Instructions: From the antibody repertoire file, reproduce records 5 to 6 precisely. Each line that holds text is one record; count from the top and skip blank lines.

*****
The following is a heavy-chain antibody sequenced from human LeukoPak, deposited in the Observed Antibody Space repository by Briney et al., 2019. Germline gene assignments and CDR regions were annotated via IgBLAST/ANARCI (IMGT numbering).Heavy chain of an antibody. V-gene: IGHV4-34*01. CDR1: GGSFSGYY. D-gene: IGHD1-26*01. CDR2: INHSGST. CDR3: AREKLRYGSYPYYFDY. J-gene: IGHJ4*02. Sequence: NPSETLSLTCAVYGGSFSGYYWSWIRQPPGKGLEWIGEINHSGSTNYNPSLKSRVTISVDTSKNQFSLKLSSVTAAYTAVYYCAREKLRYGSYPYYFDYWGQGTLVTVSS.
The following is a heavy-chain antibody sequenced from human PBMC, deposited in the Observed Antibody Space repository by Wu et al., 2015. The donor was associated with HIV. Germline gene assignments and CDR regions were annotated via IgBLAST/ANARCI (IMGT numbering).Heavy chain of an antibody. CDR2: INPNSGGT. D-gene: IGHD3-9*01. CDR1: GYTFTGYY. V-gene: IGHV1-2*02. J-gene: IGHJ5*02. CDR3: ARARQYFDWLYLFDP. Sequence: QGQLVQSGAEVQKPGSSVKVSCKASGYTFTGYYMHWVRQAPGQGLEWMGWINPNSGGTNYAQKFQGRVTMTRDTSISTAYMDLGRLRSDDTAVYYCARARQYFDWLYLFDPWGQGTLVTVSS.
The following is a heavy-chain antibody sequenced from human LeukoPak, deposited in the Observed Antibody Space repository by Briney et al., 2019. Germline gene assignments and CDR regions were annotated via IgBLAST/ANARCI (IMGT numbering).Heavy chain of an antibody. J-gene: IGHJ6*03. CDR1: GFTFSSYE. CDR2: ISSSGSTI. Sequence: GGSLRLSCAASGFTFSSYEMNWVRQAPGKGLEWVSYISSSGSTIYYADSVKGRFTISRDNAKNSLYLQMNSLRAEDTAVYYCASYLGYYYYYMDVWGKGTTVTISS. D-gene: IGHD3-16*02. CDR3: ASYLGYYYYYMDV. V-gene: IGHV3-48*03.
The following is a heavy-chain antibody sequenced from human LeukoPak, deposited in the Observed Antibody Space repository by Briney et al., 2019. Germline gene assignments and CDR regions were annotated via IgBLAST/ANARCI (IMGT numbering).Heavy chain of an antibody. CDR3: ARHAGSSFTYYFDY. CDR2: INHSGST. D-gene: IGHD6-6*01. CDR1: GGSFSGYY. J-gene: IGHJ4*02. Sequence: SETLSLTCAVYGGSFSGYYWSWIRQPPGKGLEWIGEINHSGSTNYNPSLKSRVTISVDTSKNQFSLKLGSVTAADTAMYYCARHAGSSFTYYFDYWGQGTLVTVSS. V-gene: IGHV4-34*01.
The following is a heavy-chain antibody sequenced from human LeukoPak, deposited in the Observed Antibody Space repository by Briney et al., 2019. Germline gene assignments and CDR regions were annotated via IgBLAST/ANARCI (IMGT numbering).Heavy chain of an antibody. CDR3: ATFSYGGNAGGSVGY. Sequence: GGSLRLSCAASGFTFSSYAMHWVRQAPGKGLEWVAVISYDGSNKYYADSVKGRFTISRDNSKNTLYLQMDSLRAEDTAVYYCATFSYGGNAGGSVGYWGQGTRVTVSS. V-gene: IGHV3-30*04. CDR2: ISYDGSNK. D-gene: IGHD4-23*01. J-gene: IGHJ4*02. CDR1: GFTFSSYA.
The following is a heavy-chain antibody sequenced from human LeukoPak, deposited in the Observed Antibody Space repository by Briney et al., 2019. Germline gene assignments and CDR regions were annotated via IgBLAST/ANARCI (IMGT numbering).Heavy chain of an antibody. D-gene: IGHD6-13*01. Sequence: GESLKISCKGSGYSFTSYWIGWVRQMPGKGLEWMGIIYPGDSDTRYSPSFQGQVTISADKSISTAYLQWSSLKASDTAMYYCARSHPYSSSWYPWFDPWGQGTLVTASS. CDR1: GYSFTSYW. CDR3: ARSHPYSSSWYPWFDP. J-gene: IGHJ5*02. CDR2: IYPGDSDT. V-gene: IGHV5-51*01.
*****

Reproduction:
The following is a heavy-chain antibody sequenced from human LeukoPak, deposited in the Observed Antibody Space repository by Briney et al., 2019. Germline gene assignments and CDR regions were annotated via IgBLAST/ANARCI (IMGT numbering).Heavy chain of an antibody. CDR3: ATFSYGGNAGGSVGY. Sequence: GGSLRLSCAASGFTFSSYAMHWVRQAPGKGLEWVAVISYDGSNKYYADSVKGRFTISRDNSKNTLYLQMDSLRAEDTAVYYCATFSYGGNAGGSVGYWGQGTRVTVSS. V-gene: IGHV3-30*04. CDR2: ISYDGSNK. D-gene: IGHD4-23*01. J-gene: IGHJ4*02. CDR1: GFTFSSYA.
The following is a heavy-chain antibody sequenced from human LeukoPak, deposited in the Observed Antibody Space repository by Briney et al., 2019. Germline gene assignments and CDR regions were annotated via IgBLAST/ANARCI (IMGT numbering).Heavy chain of an antibody. D-gene: IGHD6-13*01. Sequence: GESLKISCKGSGYSFTSYWIGWVRQMPGKGLEWMGIIYPGDSDTRYSPSFQGQVTISADKSISTAYLQWSSLKASDTAMYYCARSHPYSSSWYPWFDPWGQGTLVTASS. CDR1: GYSFTSYW. CDR3: ARSHPYSSSWYPWFDP. J-gene: IGHJ5*02. CDR2: IYPGDSDT. V-gene: IGHV5-51*01.